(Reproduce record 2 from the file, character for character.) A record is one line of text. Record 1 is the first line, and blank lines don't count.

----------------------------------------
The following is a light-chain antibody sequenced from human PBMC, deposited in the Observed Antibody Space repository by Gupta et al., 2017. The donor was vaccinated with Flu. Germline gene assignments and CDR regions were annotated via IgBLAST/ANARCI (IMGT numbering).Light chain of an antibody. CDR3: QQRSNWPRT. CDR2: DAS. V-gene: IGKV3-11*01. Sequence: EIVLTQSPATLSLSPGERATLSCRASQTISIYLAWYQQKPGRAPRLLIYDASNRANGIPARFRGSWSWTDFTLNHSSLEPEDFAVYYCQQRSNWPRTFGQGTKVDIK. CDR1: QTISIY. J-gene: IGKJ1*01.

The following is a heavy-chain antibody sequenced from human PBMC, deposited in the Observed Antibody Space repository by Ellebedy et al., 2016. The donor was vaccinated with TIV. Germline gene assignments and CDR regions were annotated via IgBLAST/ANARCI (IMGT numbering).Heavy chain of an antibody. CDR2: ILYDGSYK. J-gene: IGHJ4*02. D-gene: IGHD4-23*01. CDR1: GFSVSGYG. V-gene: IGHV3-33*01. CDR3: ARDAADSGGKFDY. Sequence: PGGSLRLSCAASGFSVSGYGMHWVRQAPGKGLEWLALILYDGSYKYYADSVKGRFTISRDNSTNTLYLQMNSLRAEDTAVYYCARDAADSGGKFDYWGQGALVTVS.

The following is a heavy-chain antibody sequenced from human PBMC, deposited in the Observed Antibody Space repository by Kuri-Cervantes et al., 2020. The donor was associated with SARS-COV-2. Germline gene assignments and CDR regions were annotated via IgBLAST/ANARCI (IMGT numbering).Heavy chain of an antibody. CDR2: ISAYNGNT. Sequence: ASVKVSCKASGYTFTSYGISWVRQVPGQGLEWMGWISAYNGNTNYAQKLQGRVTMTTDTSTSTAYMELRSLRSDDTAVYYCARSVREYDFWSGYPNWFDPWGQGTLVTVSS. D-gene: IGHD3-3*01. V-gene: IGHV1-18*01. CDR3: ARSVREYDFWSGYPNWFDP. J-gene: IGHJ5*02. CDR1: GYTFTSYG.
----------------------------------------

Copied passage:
The following is a heavy-chain antibody sequenced from human PBMC, deposited in the Observed Antibody Space repository by Ellebedy et al., 2016. The donor was vaccinated with TIV. Germline gene assignments and CDR regions were annotated via IgBLAST/ANARCI (IMGT numbering).Heavy chain of an antibody. CDR2: ILYDGSYK. J-gene: IGHJ4*02. D-gene: IGHD4-23*01. CDR1: GFSVSGYG. V-gene: IGHV3-33*01. CDR3: ARDAADSGGKFDY. Sequence: PGGSLRLSCAASGFSVSGYGMHWVRQAPGKGLEWLALILYDGSYKYYADSVKGRFTISRDNSTNTLYLQMNSLRAEDTAVYYCARDAADSGGKFDYWGQGALVTVS.